Longevity Network

The Opportunity

With tremendous opportunities possible for new products and services in areas ranging from diet and physical fitness to care navigation, vital sign monitoring, and medication management, it’s more important than ever for health innovators to have a strategy for engaging the 50+ audience.
Here are five things entrepreneurs, businesses, and investors should know about this vital market:

1 The 50+ Market Is Huge And Growing

In the year 2000, there were a total of 77 million Americans over 50 years of age, and by 2012 that number grew to 104 million. By 2020, the number of people over 50 will number 118 million, and by 2030 132 million. In just thirty years between 2000 and 2030 the number of people over 50 will almost double. In 2030 those 65 and older will represent 1 in 5 Americans. The growth in the market mirrors the growth in population, as the distribution of health care costs is strongly age dependent, a phenomenon that takes on increasing relevance as the baby boom generation ages. After the first year of life, health care costs are lowest for children, rise slowly throughout adult life, and increase exponentially after age 50.

2 The 50+ Market Has Tremendous Buying Power

People over 50 in the United States have the highest net worth of any segment of the population, accounting for $3.01 trillion in consumer spending in 2013. This group represents over half of all adult consumer expenditures in the United States. Over the next 20 years, spending by people 50+ is expected to increase by 58% to $4.74 trillion, while spending by Americans aged 25-50 will grow by only 24%, to $3.53 trillion. To put this in context, imagine the 50+ population was a new country on the map of the world – a rapidly expanding territory of over 100 million people, associated with $7 trillion in economic activity each year. If this group were to be its own country it would rank third, behind only China and the U.S., as a force in the global economy.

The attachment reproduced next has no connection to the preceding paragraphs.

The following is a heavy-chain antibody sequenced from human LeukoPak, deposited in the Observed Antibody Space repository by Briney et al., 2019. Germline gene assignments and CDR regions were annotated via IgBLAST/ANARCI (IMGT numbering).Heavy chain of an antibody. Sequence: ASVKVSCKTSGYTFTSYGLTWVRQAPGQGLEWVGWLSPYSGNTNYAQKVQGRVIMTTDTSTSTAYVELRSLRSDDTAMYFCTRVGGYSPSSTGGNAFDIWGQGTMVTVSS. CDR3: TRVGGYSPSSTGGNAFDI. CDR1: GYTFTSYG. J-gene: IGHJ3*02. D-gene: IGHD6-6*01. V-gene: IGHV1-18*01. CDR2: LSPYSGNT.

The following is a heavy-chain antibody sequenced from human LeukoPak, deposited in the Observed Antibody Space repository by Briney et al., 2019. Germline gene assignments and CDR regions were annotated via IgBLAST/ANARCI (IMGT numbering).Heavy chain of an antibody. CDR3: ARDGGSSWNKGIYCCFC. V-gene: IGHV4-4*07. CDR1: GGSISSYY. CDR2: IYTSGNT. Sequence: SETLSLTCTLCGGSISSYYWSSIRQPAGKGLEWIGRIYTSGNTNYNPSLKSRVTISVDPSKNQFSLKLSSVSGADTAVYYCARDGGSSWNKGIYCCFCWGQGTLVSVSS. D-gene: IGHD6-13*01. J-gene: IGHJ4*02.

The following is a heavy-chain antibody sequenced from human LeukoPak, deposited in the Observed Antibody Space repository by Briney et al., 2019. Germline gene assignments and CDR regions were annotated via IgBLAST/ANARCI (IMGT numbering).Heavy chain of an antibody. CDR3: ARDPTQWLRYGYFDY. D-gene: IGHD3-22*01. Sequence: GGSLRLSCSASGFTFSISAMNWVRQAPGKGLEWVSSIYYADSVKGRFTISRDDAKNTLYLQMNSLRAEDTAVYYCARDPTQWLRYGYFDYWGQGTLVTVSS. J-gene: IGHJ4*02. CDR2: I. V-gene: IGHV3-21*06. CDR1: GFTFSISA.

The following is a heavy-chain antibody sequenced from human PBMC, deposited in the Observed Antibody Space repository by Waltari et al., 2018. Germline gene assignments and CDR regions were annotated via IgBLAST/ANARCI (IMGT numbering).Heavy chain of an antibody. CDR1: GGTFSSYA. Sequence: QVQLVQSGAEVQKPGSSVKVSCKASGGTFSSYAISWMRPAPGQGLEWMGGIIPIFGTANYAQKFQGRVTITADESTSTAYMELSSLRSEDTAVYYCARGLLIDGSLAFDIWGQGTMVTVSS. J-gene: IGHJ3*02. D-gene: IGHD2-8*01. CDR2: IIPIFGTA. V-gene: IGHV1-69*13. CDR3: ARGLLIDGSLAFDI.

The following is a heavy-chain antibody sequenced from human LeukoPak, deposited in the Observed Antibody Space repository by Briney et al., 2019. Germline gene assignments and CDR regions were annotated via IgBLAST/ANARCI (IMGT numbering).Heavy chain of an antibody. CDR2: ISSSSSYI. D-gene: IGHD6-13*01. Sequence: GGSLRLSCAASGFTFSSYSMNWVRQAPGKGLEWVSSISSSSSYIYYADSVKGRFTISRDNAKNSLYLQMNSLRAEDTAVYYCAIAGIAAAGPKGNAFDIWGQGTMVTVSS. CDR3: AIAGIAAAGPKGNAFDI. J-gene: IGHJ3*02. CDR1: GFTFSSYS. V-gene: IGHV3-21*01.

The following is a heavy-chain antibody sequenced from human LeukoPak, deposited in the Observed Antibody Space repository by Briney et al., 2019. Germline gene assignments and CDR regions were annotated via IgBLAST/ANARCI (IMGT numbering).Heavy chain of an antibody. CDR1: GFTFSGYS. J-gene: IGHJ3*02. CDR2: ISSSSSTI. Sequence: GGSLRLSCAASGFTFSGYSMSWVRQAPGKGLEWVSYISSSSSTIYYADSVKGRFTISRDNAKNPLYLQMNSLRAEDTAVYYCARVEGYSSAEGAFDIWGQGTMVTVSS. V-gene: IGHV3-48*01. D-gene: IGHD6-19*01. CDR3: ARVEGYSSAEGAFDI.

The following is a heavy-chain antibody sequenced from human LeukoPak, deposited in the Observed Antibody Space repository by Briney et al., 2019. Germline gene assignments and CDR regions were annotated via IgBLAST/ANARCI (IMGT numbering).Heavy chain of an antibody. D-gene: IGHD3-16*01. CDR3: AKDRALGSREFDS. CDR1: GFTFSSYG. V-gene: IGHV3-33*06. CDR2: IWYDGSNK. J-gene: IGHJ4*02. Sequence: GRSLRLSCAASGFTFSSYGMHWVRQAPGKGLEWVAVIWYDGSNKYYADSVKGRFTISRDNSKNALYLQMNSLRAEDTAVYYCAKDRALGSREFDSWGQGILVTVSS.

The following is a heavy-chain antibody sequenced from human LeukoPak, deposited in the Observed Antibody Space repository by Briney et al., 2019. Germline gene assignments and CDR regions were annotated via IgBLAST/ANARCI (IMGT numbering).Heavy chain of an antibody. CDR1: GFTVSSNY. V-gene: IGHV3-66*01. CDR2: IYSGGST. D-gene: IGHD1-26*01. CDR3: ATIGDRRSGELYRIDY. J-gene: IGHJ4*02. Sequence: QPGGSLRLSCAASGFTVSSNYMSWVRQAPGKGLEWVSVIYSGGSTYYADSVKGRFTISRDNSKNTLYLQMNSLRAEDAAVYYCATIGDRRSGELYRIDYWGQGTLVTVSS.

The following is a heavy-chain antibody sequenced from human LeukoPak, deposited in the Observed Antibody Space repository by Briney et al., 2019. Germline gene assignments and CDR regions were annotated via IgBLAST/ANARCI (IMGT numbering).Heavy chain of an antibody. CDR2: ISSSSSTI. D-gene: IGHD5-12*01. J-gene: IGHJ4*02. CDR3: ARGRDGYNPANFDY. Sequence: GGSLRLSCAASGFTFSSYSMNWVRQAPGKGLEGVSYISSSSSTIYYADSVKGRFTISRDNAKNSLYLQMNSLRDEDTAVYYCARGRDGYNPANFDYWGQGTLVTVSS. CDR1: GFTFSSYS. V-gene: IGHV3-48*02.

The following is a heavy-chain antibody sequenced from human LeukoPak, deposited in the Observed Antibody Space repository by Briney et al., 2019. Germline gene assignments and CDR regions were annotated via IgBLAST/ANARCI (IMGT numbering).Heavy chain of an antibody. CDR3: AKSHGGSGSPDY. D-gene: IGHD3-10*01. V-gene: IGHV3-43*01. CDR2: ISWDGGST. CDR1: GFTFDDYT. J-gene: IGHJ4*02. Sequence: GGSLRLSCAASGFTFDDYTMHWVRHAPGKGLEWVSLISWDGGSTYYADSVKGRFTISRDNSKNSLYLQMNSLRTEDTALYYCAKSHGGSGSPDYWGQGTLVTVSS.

3 The 50+ Audience Embraces Technology

An enduring myth about people over 50 is the all too-accepted “common wisdom” that older people don’t use technology, they aren’t online, they aren’t mobile and social. The data shows that nothing could be further from the truth. As Vint Cerf, 70 years old and a Google evangelist and recognized “father of the Internet” says: “We aren’t scared of technology. We invented it!” Among the 50+ are the Baby Boomers, the youngest of whom will turn 50 in 2014. This generation has changed markets and the world at every life stage that they went through, and consider their current life stage as a time for living, not aging. This audience sees opportunity everywhere, even when facing adversity, and seeks ways to enrich their lives. They embrace change and are open-minded to new experiences. Even in their retirement years, for Boomers it is all about “what’s next.”

4 The 50+ Market is an Enormous Business Opportunity

The 50+ market accounts for $3.1 trillion in consumer spending and $1.6 trillion in healthcare spending. They control 80 percent of this country’s net worth, and dominate consumption in most consumer packaged good categories, as well as financial services, and travel and leisure. A recent study by Parks Associates identified nine areas of digital health innovation that collectively represent a growth opportunity $30 billion in revenue and adoption by over 100 million people over the next five years. We call these market areas “Health Frontiers” and they are currently unreimbursed, often paid out-of-pocket by consumers.

To learn more, visit Health Frontiers page.

5 The Caregiving Market is Undeveloped and Ripe for Innovation

Despite an estimated $279 billion in caregiver spending and an estimated growth rate of 13% over the next 4 years, the caregiving market is fragmented and undeveloped. As this growing market takes form, new businesses that leverage social and digital technologies will need to address the six areas of market opportunities for caregivers and their needs. Making life easier for those that deliver unpaid care not only represents a huge opportunity for revenue, but also for tremendous social impact.

To learn more, visit the Caregiving Frontiers page..

feature block image 3feature block image 3